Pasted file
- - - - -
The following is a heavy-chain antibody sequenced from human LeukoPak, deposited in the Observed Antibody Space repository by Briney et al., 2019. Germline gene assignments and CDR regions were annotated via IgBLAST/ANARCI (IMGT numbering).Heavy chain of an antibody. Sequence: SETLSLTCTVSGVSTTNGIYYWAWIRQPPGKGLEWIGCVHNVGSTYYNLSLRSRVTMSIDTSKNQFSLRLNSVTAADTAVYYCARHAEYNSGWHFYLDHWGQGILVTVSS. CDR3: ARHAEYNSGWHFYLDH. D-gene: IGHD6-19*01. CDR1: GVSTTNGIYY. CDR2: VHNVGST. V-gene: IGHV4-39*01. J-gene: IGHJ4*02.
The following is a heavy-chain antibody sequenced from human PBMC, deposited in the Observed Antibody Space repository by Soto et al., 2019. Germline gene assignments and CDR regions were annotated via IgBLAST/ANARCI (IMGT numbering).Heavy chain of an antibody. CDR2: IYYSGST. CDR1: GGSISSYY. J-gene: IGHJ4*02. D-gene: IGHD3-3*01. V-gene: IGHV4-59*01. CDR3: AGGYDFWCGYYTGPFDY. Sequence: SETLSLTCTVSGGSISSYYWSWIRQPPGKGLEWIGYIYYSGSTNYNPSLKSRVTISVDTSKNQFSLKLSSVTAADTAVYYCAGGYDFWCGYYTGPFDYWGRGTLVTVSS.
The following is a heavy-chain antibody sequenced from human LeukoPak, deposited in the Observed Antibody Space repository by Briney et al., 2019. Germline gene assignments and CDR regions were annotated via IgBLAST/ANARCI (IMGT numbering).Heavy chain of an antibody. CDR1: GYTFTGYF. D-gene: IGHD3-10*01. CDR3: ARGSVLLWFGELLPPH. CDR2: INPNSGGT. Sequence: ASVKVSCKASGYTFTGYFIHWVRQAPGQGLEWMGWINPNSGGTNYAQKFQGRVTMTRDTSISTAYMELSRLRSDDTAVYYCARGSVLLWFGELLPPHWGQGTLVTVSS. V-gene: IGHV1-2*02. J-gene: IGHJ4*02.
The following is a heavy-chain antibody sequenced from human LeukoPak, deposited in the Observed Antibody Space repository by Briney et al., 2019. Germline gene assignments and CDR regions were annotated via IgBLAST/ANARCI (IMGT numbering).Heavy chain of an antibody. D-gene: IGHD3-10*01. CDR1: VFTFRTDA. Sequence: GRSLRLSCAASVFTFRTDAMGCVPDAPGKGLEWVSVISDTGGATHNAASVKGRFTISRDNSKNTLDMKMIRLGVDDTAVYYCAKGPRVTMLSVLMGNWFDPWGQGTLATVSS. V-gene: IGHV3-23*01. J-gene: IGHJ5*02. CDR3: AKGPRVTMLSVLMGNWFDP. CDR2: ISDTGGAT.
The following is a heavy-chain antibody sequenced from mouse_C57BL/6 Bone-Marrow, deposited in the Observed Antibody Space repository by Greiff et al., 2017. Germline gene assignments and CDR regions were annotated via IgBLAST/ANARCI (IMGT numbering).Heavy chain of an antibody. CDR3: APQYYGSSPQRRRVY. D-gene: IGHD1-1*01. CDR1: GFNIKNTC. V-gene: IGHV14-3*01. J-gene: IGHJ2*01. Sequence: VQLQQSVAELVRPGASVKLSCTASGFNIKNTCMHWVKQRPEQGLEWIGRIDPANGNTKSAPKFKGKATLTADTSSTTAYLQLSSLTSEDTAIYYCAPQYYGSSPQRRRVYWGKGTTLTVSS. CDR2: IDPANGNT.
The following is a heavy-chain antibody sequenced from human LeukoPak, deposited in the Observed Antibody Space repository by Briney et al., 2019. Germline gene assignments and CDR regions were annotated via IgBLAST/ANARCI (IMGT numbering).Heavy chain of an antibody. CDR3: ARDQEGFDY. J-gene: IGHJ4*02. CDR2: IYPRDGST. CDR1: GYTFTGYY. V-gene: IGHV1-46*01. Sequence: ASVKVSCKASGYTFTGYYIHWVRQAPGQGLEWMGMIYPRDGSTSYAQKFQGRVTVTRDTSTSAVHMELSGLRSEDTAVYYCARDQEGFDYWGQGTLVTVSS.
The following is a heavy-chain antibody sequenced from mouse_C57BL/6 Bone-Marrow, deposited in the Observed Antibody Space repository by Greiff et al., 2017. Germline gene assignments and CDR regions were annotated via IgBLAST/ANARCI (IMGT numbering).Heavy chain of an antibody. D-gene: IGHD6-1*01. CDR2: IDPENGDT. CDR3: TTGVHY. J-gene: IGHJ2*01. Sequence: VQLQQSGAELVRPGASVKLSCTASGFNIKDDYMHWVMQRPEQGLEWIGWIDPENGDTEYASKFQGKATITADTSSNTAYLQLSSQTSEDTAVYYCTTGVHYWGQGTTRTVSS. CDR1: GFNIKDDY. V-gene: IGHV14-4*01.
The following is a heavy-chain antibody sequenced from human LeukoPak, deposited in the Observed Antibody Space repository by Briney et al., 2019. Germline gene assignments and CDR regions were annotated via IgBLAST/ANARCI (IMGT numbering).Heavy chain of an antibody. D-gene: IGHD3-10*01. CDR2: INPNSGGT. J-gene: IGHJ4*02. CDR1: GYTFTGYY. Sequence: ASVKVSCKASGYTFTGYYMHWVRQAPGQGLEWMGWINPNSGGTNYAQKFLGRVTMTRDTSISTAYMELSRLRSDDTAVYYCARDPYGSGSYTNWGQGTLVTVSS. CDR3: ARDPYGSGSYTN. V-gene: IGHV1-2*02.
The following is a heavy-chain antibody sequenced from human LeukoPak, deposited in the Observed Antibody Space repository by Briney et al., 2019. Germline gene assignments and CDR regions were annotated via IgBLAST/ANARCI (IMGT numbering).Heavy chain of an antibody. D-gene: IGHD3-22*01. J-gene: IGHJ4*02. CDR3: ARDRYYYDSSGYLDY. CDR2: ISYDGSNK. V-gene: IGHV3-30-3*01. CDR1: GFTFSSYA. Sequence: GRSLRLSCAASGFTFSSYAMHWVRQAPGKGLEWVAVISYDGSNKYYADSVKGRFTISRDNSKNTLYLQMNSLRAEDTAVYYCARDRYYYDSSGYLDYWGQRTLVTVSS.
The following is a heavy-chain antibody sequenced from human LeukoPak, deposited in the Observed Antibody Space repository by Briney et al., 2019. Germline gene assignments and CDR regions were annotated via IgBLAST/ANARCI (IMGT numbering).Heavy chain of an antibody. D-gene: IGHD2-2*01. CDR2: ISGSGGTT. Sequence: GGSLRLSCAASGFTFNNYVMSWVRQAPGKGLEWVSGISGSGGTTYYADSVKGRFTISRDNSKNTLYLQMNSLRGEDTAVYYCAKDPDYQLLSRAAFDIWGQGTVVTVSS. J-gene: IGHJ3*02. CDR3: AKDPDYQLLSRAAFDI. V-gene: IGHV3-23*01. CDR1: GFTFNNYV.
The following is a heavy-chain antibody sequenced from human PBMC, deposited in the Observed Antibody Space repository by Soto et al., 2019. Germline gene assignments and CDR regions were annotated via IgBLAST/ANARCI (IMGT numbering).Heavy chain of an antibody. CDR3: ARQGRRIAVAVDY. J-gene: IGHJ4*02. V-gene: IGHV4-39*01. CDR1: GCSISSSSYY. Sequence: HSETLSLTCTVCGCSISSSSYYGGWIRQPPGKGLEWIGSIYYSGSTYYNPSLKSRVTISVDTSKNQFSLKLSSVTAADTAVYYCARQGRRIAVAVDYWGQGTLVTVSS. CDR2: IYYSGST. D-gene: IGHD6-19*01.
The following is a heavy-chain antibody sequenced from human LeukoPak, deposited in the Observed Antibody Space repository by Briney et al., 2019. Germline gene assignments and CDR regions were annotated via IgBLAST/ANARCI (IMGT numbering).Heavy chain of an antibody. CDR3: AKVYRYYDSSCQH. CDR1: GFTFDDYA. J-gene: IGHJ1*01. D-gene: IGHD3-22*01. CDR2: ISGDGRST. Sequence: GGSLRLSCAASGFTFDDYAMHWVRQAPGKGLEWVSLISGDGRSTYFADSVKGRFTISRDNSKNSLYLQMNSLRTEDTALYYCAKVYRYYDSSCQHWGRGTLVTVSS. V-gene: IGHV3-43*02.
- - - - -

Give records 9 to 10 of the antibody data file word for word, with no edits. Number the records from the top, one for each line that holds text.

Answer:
The following is a heavy-chain antibody sequenced from human LeukoPak, deposited in the Observed Antibody Space repository by Briney et al., 2019. Germline gene assignments and CDR regions were annotated via IgBLAST/ANARCI (IMGT numbering).Heavy chain of an antibody. D-gene: IGHD3-22*01. J-gene: IGHJ4*02. CDR3: ARDRYYYDSSGYLDY. CDR2: ISYDGSNK. V-gene: IGHV3-30-3*01. CDR1: GFTFSSYA. Sequence: GRSLRLSCAASGFTFSSYAMHWVRQAPGKGLEWVAVISYDGSNKYYADSVKGRFTISRDNSKNTLYLQMNSLRAEDTAVYYCARDRYYYDSSGYLDYWGQRTLVTVSS.
The following is a heavy-chain antibody sequenced from human LeukoPak, deposited in the Observed Antibody Space repository by Briney et al., 2019. Germline gene assignments and CDR regions were annotated via IgBLAST/ANARCI (IMGT numbering).Heavy chain of an antibody. D-gene: IGHD2-2*01. CDR2: ISGSGGTT. Sequence: GGSLRLSCAASGFTFNNYVMSWVRQAPGKGLEWVSGISGSGGTTYYADSVKGRFTISRDNSKNTLYLQMNSLRGEDTAVYYCAKDPDYQLLSRAAFDIWGQGTVVTVSS. J-gene: IGHJ3*02. CDR3: AKDPDYQLLSRAAFDI. V-gene: IGHV3-23*01. CDR1: GFTFNNYV.